• Use a backup generator to ensure freezers and refrigerators don’t lose power.
  • Work with other clinics to find backup refrigeration or storage space in case primary storage locations lose power. 

The Ohio Department of Health tells vaccine providers to use up excess doses by giving the vaccines to anyone in the vicinity, prioritizing people at higher risk. 

  • If more than 20 doses are at risk, vaccine providers are supposed to call a hotline to discuss their options, such as transferring the doses to another provider.

In Nashville, Tennessee, public health officials redistributed about 400 doses of the Pfizer vaccine that were about to expire to a homeless shelter for an impromptu vaccination event, according to Nashville Public Radio.

Bottom line: Stories of public health officials saving vaccines from spoiling are inspiring, but they hide the bigger problem: the country’s inability to measure vaccine waste. 

Wishful thinking: One wish to improve COVID-19 vaccine rollout

Wishful thinking is a section of the newsletter where I give experts one wish to improve the health care supply chain. Send your wishes to [email protected].  

“My wish would be for all the different groups involved with vaccine distribution to share information about regional vaccine supply AND demand more openly. … Silos of this information within [public health authorities, insurers, providers and pharmacies] seem to create tremendous inefficiency.”

—  Sandy Murti, VP of Global Partner Development at Impinj, a Seattle-based company that uses RFID technology to track supplies through the supply chain

Sharing information, or the lack thereof, has been slowing the vaccine rollout since the beginning.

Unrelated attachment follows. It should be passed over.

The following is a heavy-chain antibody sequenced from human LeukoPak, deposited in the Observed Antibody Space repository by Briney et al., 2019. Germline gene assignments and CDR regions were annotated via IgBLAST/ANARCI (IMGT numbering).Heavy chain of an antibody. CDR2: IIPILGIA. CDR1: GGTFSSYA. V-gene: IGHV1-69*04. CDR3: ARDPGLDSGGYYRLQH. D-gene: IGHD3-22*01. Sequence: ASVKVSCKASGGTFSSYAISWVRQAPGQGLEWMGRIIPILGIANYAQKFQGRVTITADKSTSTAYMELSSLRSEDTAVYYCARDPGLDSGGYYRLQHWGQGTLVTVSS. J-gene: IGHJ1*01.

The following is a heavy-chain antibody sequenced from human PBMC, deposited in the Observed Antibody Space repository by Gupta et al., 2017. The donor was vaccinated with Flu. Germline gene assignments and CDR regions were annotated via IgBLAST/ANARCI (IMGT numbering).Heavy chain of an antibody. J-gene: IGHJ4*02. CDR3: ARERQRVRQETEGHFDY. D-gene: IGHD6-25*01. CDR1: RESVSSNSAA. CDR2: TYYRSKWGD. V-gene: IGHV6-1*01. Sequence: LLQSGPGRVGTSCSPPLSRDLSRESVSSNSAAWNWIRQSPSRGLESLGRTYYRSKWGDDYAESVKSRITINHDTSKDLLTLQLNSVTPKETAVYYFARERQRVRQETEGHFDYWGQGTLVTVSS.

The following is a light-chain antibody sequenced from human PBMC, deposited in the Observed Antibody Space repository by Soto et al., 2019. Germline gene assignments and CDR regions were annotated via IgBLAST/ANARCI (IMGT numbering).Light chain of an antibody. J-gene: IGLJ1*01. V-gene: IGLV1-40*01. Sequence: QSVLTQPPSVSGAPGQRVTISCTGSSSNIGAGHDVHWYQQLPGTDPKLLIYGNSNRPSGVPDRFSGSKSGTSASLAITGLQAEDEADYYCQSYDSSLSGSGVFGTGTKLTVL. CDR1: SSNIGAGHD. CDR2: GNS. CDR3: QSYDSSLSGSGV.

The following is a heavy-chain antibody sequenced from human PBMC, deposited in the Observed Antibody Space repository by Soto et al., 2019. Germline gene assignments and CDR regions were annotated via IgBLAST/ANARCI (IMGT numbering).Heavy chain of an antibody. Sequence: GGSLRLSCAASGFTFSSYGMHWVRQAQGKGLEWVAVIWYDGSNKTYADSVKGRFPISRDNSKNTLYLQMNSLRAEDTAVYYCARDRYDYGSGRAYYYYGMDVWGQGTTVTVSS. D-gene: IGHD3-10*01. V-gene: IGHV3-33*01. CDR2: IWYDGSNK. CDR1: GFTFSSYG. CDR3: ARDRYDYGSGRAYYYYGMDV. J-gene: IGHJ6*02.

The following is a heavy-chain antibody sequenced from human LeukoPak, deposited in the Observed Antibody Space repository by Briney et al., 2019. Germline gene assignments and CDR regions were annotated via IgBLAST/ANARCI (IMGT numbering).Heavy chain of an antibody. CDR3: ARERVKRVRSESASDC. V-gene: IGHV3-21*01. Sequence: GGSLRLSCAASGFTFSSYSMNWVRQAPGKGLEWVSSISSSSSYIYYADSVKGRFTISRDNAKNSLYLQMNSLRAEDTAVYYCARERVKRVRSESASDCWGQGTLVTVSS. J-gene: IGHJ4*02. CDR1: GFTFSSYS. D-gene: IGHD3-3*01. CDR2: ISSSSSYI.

The CDC’s vaccine management software, Vaccine Administration Management System developed by Deloitte, has run into major problems, according to MIT Technology Review.  

  • But competing systems, such as PrepMod developed by a Maryland nonprofit organization, have experienced major problems as well, according to a report from NPR

New options: After watching the initial IT systems struggle, big tech companies are trying to make it easier to share data. It’s not clear if these systems are gaining traction yet.

  • IBM announced a partnership with Moderna last week that promises to use blockchain and artificial intelligence to make it easier for stakeholders to share data.  
  • Google announced a suite of tools in February to help local governments distribute vaccines, schedule appointments and analyze their progress.

Too late? At this point, it’s not clear if adding new IT systems will actually make it easier or just muddy the waters.

  • “Switching horses midrace is pretty disruptive to everybody,” Bill Brand, the director of public health informatics strategy at the Public Health Informatics Institute, told FreightWaves in a previous edition of Medically Necessary.  

On the bright side, the acceleration of the vaccine rollout suggests vaccine administrators are getting better at sharing data with the current, mediocre systems. 

Reading list: The best stories about the health care supply chain

  • Watch: From Kalamazoo to Fenway Park: the logistics of Covid-19 vaccine shipments STAT
  • Pfizer CEO: “It will be terrible” if COVID-19 vaccine prices limit access Axios
  • Officials to explore COVID vaccine supply gaps, boosting production CIDRAP News
  • Teachers in all U.S. states are now eligible for vaccination, though there is confusion in some states The New York Times
  • In Alabama, South Carolina and Louisiana, CVS Vaccine Appointments Go Unfilled Kaiser Health News

Thanks for reading. Please send an email to [email protected] if you have questions, praise or grievances. If this email was forwarded to you, sign up here.

Matt Blois